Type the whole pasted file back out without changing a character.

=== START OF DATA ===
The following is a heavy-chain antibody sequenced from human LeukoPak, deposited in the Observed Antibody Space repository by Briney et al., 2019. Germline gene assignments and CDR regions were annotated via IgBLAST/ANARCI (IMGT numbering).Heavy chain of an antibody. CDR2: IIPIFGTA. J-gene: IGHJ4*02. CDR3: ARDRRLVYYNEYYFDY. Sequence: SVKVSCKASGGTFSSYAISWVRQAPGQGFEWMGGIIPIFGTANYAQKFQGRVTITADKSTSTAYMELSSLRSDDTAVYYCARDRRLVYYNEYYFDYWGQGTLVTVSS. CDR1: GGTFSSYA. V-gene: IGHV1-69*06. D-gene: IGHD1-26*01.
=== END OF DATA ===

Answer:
The following is a heavy-chain antibody sequenced from human LeukoPak, deposited in the Observed Antibody Space repository by Briney et al., 2019. Germline gene assignments and CDR regions were annotated via IgBLAST/ANARCI (IMGT numbering).Heavy chain of an antibody. CDR2: IIPIFGTA. J-gene: IGHJ4*02. CDR3: ARDRRLVYYNEYYFDY. Sequence: SVKVSCKASGGTFSSYAISWVRQAPGQGFEWMGGIIPIFGTANYAQKFQGRVTITADKSTSTAYMELSSLRSDDTAVYYCARDRRLVYYNEYYFDYWGQGTLVTVSS. CDR1: GGTFSSYA. V-gene: IGHV1-69*06. D-gene: IGHD1-26*01.